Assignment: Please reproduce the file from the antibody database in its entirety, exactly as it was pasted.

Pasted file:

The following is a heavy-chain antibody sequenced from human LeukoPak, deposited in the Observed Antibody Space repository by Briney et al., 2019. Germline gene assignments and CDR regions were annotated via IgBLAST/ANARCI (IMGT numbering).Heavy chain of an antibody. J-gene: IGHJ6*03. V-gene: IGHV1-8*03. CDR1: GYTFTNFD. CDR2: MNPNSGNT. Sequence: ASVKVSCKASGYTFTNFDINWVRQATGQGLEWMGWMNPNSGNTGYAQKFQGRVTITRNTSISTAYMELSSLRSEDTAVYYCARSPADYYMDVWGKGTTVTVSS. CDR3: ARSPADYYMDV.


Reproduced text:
The following is a heavy-chain antibody sequenced from human LeukoPak, deposited in the Observed Antibody Space repository by Briney et al., 2019. Germline gene assignments and CDR regions were annotated via IgBLAST/ANARCI (IMGT numbering).Heavy chain of an antibody. J-gene: IGHJ6*03. V-gene: IGHV1-8*03. CDR1: GYTFTNFD. CDR2: MNPNSGNT. Sequence: ASVKVSCKASGYTFTNFDINWVRQATGQGLEWMGWMNPNSGNTGYAQKFQGRVTITRNTSISTAYMELSSLRSEDTAVYYCARSPADYYMDVWGKGTTVTVSS. CDR3: ARSPADYYMDV.